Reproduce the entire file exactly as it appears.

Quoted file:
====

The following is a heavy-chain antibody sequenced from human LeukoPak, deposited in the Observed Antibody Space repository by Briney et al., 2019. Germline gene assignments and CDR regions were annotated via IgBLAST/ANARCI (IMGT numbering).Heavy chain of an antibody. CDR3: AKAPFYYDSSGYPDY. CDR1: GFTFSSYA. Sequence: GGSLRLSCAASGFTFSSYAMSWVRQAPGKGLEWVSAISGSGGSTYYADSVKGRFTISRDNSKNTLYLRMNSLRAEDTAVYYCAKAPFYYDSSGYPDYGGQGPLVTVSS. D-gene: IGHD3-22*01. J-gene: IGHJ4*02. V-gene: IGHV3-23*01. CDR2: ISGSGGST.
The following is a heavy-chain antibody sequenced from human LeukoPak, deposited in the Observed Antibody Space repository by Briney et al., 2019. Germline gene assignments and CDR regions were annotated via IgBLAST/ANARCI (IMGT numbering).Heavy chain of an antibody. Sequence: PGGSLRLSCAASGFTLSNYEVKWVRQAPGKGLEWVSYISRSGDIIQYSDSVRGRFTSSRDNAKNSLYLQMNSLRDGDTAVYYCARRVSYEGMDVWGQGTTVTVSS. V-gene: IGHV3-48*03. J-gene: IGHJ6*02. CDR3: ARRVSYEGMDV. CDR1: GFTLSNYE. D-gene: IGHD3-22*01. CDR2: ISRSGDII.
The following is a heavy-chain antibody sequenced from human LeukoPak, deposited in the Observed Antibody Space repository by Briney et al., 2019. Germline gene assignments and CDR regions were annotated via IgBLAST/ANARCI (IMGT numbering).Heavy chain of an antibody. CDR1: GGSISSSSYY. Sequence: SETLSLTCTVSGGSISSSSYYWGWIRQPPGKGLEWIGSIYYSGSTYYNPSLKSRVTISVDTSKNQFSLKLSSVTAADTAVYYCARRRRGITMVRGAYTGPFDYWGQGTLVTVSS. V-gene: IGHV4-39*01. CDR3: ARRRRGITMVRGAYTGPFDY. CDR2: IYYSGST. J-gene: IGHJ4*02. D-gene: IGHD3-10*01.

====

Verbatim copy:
The following is a heavy-chain antibody sequenced from human LeukoPak, deposited in the Observed Antibody Space repository by Briney et al., 2019. Germline gene assignments and CDR regions were annotated via IgBLAST/ANARCI (IMGT numbering).Heavy chain of an antibody. CDR3: AKAPFYYDSSGYPDY. CDR1: GFTFSSYA. Sequence: GGSLRLSCAASGFTFSSYAMSWVRQAPGKGLEWVSAISGSGGSTYYADSVKGRFTISRDNSKNTLYLRMNSLRAEDTAVYYCAKAPFYYDSSGYPDYGGQGPLVTVSS. D-gene: IGHD3-22*01. J-gene: IGHJ4*02. V-gene: IGHV3-23*01. CDR2: ISGSGGST.
The following is a heavy-chain antibody sequenced from human LeukoPak, deposited in the Observed Antibody Space repository by Briney et al., 2019. Germline gene assignments and CDR regions were annotated via IgBLAST/ANARCI (IMGT numbering).Heavy chain of an antibody. Sequence: PGGSLRLSCAASGFTLSNYEVKWVRQAPGKGLEWVSYISRSGDIIQYSDSVRGRFTSSRDNAKNSLYLQMNSLRDGDTAVYYCARRVSYEGMDVWGQGTTVTVSS. V-gene: IGHV3-48*03. J-gene: IGHJ6*02. CDR3: ARRVSYEGMDV. CDR1: GFTLSNYE. D-gene: IGHD3-22*01. CDR2: ISRSGDII.
The following is a heavy-chain antibody sequenced from human LeukoPak, deposited in the Observed Antibody Space repository by Briney et al., 2019. Germline gene assignments and CDR regions were annotated via IgBLAST/ANARCI (IMGT numbering).Heavy chain of an antibody. CDR1: GGSISSSSYY. Sequence: SETLSLTCTVSGGSISSSSYYWGWIRQPPGKGLEWIGSIYYSGSTYYNPSLKSRVTISVDTSKNQFSLKLSSVTAADTAVYYCARRRRGITMVRGAYTGPFDYWGQGTLVTVSS. V-gene: IGHV4-39*01. CDR3: ARRRRGITMVRGAYTGPFDY. CDR2: IYYSGST. J-gene: IGHJ4*02. D-gene: IGHD3-10*01.